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Eden Prairie, Minn. — Culpepper is known as a good running quarterback as well as a passer. And with the build of a linebacker or small defensive lineman, he's hard to tackle around his upper body. So sometimes players hit him around the legs.
In the first quarter against the Carolina Panthers, a defender hit hard him in the right knee, forcing it to bend in a direction knees aren't suppose to bend. Culpepper immediately clutched his knee in pain and was helped off the field.
Vikings head coach Mike Tice says the preliminary report from doctors is not good.
"He had significant injury to his knee to a number of different areas -- the ACL, MCL the PCL," according to Tice. "We'll have to wait a couple of weeks for the swelling to go down and he'll get prepared for surgery at some point in the next few weeks. And will obviously out for the season."
Tice says while he's not a doctor, he understands that with today's medical technology that Culpepper should be able to play again -- maybe next year.
But that may be an optimistic estimate. Dr. Robert LaPrade, is a professor of orthopaedic surgery at the University of Minnesota Medical School. He says anterior cruciate ligament -- the ACL; the medial-collateral ligament -- the MCL -- and posterior cruciate ligament -- the PCL -- hold a person's knee together. LaPrade says if the preliminary reports are accurate and Culpepper sustained significant damage to those three major ligaments, then he may be looking at up to a year of rehabilitation.
"When you're looking at those three combinations, that's truly a knee dislocation which is less than five percent of all knee injuries," he said.
LaPrade says Culpepper is likely suffering from a Low Velocity Knee Dislocation. He says the surgery is often long and complex and depending on the damage it may require the use of donated tissue from a cadaver to finish the job. LaPrade says on one hand, athletes have an advantage over most people who sustain serious knee injuries because they have access to the best rehabilitation equipment. But there can be problems too.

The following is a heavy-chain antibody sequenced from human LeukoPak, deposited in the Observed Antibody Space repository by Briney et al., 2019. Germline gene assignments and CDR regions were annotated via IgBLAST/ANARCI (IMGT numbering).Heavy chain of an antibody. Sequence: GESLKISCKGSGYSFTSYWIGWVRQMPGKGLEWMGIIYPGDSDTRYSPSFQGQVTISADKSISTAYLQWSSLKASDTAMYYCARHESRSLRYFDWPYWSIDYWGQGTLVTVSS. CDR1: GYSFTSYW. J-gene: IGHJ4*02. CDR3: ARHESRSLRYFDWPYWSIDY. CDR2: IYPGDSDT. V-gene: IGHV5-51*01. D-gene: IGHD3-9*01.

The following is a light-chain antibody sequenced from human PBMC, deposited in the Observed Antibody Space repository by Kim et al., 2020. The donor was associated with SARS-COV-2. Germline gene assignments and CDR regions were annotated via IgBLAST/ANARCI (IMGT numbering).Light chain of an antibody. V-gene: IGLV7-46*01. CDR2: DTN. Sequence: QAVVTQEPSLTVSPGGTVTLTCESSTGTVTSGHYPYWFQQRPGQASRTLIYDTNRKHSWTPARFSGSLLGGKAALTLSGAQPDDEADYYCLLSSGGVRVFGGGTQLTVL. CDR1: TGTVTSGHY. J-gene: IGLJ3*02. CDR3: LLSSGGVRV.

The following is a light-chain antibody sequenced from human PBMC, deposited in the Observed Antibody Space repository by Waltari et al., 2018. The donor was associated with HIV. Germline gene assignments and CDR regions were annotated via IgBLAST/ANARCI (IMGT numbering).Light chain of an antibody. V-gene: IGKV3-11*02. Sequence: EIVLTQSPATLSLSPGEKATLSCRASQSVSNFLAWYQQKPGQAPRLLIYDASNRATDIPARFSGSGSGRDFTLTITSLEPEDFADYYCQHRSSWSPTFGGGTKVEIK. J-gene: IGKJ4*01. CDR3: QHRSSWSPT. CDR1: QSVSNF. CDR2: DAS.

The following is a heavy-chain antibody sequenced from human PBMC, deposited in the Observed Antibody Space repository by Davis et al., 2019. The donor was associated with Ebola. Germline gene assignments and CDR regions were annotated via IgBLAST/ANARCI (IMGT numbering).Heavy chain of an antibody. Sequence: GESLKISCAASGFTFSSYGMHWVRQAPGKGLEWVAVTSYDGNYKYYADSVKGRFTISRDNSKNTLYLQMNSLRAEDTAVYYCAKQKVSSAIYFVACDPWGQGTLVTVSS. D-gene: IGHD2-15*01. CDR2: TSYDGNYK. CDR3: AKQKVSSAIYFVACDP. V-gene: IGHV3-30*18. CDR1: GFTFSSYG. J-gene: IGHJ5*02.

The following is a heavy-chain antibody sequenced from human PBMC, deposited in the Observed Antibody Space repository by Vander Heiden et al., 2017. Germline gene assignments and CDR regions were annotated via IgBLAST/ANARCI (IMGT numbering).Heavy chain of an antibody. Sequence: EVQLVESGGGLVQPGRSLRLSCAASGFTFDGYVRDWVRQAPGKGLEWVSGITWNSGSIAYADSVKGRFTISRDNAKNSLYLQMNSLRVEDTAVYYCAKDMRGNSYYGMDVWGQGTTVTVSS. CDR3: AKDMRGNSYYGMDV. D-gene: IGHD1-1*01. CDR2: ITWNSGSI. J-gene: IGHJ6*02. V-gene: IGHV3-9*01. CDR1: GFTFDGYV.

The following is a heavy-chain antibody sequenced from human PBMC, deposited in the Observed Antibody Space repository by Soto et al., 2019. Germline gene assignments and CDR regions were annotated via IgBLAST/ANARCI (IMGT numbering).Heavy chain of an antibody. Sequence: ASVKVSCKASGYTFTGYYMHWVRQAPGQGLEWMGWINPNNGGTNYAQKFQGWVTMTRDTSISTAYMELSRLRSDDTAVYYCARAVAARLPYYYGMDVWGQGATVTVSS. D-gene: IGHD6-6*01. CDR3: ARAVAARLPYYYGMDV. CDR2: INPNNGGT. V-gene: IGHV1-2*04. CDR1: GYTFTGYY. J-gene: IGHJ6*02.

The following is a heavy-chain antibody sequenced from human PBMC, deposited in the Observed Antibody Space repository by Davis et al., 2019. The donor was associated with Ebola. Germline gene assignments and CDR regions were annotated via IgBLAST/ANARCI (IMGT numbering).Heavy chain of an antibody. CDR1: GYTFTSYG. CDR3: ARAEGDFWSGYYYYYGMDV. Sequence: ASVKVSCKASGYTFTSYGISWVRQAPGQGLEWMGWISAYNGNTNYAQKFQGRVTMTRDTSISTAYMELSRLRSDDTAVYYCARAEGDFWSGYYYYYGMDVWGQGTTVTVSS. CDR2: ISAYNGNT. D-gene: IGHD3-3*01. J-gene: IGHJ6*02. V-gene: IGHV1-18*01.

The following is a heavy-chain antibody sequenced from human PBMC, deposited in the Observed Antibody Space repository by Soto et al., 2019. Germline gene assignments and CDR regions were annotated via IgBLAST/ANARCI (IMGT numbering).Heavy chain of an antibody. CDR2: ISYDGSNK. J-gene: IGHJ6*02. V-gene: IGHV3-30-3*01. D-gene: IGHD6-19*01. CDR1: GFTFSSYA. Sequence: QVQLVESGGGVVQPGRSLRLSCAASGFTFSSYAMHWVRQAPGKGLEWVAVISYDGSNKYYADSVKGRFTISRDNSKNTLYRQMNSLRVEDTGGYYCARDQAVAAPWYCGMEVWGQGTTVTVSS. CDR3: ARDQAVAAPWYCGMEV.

"The disadvantage is that they are so big usually that it puts a lot of torque on their knee so they actually have to be a little bit more careful in the first couple of weeks while things are healing so they don't make things stretch out," he said.
The injury to Culpepper comes at a time when the Vikings are already dealing with a lot of adversity. They've only won two of their first seven games. And several players may face legal troubles stemming from a raucous cruise on Lake Minnetonka several weeks ago. That case is still under investigation.
The Vikings will now be led by back-up quarterback Brad Johnson. Johnson played for the Vikings from 1992 to 1998. He later led the Tampa Bay Buccaneers to a win in Super Bowl 37.
Wide receiver Marcus Robinson says he feels bad for Daunte. But he says the rest of the guys can't let everything that's gone wrong this season get them down.
"The most important thing is to catch the football, as far as receivers are concerned -- you still got to go out and run the same routes you're running - trust that the quarterback can get the ball out to you. Brad has won a Super Bowl. He's a great quarterback and they brought him in for that same reason. He's definitely going to come in here and do a fine job for us, I think. We still got to focus and play hard," Robinson said.
The Vikings play division rivals the Detroit Lions at the Dome on Sunday. And despite the Vikings slow start, none of their NFC north teams is running away with the division lead. A strong run toward the end of the season could put them in the playoffs. That goal has been made even tougher by the loss of Culpepper.